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A study from Professor Colin Goding’s group finds an unexpected mechanism controlling growth vs senescence in cancer.

Senescence halts the cell cycle and puts the brakes on cancer initiation. For example, when an oncogene is activated, tumour formation is blocked if senescence pathways are switched on but cancer may develop if senescence is bypassed. Although several key proteins involved in triggering or bypassing senescence have been found, there are many gaps in our knowledge of switching between senescence or proliferation gene expression programmes. Ludwig researchers Sizhu Lu, Pakavarin Louphrasitthiphol, Colin Goding, and their colleagues, have now uncovered how a transcriptional regulator called TBX2 plays a crucial role in this process; their findings have been published in the journal Genes and Development.

TBX2 is a DNA-binding transcription factor previously linked to transcriptional repression in development, and senescence bypass and proliferation in cancer. However, how it exerts its biological effects has been poorly defined. Signalling via the PI3K kinase pathway is important for senescence bypass in melanoma, for example for those carrying mutations in the BRAF oncogene, and the team found that TBX2 acts downstream of PI3K signalling.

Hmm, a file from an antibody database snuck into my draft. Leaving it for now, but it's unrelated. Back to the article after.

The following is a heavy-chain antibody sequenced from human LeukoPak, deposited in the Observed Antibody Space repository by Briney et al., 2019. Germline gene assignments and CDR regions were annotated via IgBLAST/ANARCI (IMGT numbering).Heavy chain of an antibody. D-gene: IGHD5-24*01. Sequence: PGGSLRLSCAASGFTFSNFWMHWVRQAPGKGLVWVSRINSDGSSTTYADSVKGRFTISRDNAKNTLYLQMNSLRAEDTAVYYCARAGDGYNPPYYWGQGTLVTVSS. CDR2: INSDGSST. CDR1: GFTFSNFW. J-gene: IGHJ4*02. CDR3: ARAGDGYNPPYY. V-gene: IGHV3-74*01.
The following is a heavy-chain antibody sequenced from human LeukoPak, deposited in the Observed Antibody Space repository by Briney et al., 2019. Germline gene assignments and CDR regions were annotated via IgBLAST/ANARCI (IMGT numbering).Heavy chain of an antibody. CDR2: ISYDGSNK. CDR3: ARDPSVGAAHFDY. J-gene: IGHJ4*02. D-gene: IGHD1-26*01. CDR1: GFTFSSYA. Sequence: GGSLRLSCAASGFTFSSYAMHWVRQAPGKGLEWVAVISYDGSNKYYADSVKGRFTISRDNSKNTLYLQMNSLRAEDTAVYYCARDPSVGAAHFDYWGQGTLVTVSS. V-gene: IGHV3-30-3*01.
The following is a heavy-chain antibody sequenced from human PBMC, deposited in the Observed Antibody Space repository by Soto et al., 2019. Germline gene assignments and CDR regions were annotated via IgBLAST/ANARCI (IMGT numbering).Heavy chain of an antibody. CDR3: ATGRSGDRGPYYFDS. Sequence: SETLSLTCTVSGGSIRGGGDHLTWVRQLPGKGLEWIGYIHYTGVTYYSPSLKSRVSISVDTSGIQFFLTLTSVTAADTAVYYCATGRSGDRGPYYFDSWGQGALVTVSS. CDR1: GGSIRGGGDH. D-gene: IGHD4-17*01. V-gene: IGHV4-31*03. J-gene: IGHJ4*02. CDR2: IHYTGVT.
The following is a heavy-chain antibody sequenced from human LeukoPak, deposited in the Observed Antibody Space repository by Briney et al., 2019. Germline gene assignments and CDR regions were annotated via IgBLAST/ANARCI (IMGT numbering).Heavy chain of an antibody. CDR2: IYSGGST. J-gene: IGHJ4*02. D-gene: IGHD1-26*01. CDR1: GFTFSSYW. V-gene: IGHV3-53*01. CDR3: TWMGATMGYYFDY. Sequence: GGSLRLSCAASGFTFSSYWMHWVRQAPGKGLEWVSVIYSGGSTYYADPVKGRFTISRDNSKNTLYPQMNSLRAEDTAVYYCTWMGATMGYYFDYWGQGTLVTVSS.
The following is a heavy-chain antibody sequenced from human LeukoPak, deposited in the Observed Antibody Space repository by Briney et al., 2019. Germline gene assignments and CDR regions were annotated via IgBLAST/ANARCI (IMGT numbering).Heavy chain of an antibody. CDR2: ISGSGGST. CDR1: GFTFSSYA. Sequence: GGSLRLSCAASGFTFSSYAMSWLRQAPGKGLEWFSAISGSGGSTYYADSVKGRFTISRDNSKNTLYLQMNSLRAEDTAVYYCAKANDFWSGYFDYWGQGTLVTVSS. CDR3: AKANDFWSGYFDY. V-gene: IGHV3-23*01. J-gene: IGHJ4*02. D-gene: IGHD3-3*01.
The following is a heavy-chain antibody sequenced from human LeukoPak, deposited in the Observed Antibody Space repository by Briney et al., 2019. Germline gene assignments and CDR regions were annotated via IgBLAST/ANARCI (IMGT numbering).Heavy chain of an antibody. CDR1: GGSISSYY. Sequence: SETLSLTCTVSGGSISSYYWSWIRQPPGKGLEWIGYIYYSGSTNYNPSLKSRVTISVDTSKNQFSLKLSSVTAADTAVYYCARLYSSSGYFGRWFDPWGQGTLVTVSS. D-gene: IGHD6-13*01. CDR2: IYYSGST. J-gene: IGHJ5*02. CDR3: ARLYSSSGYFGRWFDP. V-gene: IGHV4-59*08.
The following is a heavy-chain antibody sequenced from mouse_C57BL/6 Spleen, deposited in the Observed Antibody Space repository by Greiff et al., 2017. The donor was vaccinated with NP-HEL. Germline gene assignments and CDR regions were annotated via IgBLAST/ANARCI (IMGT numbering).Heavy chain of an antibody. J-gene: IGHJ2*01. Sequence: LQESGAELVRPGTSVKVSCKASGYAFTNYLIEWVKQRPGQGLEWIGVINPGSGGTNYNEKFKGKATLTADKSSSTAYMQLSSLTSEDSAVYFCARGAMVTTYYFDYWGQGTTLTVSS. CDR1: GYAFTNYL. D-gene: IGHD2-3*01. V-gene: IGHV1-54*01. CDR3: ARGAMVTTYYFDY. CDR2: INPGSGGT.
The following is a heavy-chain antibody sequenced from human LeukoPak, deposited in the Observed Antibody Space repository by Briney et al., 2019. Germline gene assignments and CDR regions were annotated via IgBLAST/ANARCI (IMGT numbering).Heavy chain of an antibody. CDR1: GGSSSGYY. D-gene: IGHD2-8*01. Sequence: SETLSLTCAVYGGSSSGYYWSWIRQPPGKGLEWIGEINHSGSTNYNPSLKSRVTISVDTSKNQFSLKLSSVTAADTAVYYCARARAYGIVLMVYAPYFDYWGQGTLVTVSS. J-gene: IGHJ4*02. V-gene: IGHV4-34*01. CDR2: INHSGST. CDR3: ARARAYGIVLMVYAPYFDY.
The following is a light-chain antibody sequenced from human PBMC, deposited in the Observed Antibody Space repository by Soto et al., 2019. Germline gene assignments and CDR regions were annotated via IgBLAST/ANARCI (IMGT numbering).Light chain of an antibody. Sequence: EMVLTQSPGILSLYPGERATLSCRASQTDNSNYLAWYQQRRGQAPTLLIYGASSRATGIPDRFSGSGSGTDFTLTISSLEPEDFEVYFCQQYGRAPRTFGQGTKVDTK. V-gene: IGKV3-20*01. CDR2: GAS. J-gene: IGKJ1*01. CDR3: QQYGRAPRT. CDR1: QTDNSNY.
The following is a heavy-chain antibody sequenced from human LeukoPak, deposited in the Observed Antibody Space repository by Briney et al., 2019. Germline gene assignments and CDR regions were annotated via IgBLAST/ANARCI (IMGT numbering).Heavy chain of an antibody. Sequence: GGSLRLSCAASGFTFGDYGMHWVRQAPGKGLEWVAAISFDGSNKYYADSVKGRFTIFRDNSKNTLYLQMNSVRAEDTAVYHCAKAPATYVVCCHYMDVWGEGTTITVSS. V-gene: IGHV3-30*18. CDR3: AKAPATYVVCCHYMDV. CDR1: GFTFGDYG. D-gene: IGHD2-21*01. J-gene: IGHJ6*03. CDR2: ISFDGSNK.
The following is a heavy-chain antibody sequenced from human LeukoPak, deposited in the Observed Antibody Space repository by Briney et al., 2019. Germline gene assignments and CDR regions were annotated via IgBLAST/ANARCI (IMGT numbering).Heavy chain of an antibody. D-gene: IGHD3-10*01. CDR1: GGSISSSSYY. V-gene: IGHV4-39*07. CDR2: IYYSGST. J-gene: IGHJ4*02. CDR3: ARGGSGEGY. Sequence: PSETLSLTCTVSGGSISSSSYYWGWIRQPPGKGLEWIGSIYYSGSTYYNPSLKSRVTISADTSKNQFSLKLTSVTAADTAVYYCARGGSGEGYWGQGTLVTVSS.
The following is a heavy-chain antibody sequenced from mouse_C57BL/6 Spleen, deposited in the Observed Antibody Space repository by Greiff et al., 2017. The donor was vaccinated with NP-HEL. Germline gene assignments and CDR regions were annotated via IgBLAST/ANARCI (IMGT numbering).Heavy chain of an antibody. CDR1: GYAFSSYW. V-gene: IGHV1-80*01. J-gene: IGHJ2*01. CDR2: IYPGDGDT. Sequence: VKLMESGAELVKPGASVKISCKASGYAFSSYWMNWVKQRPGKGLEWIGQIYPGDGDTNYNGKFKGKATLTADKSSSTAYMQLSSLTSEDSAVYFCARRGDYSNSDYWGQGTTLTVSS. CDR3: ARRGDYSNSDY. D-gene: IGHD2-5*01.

Although a DNA sequence motif bound by TBX2 had previously been identified (a T-box motif), few target genes had been confirmed. By tagging the endogenous TBX2 protein in melanoma cells, Colin Goding’s team were able to find many new TBX2 binding sites, including unexpected binding to different DNA motifs known to bind other transcription factors. Indeed, the researchers found that TBX2 interacts with a wide range of transcription factors and is likely to modulate their activity in cells. This surprising finding showed that TBX2 can either repress or activate transcriptional programmes, depending on the molecular context.

In BRAF-mutated melanoma, TBX2 binds and is required for expression of E2F1, a key anti-senescence cell cycle regulator. Specifically, TBX2 recruits components of the BCOR/polycomb repressive complex 1.1 (PRC1.1) complex to the gene encoding E2F1.

More broadly, this research vastly expands knowledge of the repertoire of genes bound and regulated by TBX2. It provides a fundamentally different perspective on TBX2 function in senescence and development: rather than acting as a dedicated transcriptional repressor, it can also activate genes, thereby both repressing genes that block the cell cycle but maintaining expression of genes associated with promoting cell cycle progression. TBX2 is thus a crucial regulator in cancer initiation and progression. Importantly, as depletion of TBX2 can reactivate senescence in human melanoma, targeting TBX2 activity may represent an avenue toward pro-senescence anti-cancer therapy.

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